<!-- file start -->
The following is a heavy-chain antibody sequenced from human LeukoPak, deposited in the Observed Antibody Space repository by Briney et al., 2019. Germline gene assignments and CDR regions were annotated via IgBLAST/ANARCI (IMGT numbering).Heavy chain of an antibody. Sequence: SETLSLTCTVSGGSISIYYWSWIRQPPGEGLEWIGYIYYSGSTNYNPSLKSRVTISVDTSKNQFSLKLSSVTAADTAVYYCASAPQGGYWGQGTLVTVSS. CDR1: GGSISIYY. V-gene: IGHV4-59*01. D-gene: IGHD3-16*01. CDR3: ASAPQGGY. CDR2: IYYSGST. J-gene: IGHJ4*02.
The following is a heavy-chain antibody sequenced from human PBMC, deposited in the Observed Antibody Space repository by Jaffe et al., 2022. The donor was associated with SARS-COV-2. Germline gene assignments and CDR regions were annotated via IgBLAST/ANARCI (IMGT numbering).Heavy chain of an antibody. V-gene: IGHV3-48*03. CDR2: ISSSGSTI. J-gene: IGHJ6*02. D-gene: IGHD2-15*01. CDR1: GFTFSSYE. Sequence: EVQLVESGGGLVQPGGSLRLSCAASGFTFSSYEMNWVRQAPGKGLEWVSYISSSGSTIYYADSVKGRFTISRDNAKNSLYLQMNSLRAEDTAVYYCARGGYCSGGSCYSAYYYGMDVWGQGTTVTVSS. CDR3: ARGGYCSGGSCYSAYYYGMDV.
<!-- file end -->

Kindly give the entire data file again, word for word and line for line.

The following is a heavy-chain antibody sequenced from human LeukoPak, deposited in the Observed Antibody Space repository by Briney et al., 2019. Germline gene assignments and CDR regions were annotated via IgBLAST/ANARCI (IMGT numbering).Heavy chain of an antibody. Sequence: SETLSLTCTVSGGSISIYYWSWIRQPPGEGLEWIGYIYYSGSTNYNPSLKSRVTISVDTSKNQFSLKLSSVTAADTAVYYCASAPQGGYWGQGTLVTVSS. CDR1: GGSISIYY. V-gene: IGHV4-59*01. D-gene: IGHD3-16*01. CDR3: ASAPQGGY. CDR2: IYYSGST. J-gene: IGHJ4*02.
The following is a heavy-chain antibody sequenced from human PBMC, deposited in the Observed Antibody Space repository by Jaffe et al., 2022. The donor was associated with SARS-COV-2. Germline gene assignments and CDR regions were annotated via IgBLAST/ANARCI (IMGT numbering).Heavy chain of an antibody. V-gene: IGHV3-48*03. CDR2: ISSSGSTI. J-gene: IGHJ6*02. D-gene: IGHD2-15*01. CDR1: GFTFSSYE. Sequence: EVQLVESGGGLVQPGGSLRLSCAASGFTFSSYEMNWVRQAPGKGLEWVSYISSSGSTIYYADSVKGRFTISRDNAKNSLYLQMNSLRAEDTAVYYCARGGYCSGGSCYSAYYYGMDVWGQGTTVTVSS. CDR3: ARGGYCSGGSCYSAYYYGMDV.